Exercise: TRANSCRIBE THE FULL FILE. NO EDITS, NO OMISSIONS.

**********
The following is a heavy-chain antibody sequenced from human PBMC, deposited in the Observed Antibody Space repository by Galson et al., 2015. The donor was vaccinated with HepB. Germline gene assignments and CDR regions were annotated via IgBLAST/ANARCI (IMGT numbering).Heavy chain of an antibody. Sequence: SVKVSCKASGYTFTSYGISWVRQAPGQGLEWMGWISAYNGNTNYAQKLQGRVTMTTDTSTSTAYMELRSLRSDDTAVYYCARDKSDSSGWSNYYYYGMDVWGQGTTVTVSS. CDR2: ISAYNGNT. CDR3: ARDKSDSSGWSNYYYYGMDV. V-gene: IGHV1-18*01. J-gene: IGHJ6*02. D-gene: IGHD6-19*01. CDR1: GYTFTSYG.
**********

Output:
The following is a heavy-chain antibody sequenced from human PBMC, deposited in the Observed Antibody Space repository by Galson et al., 2015. The donor was vaccinated with HepB. Germline gene assignments and CDR regions were annotated via IgBLAST/ANARCI (IMGT numbering).Heavy chain of an antibody. Sequence: SVKVSCKASGYTFTSYGISWVRQAPGQGLEWMGWISAYNGNTNYAQKLQGRVTMTTDTSTSTAYMELRSLRSDDTAVYYCARDKSDSSGWSNYYYYGMDVWGQGTTVTVSS. CDR2: ISAYNGNT. CDR3: ARDKSDSSGWSNYYYYGMDV. V-gene: IGHV1-18*01. J-gene: IGHJ6*02. D-gene: IGHD6-19*01. CDR1: GYTFTSYG.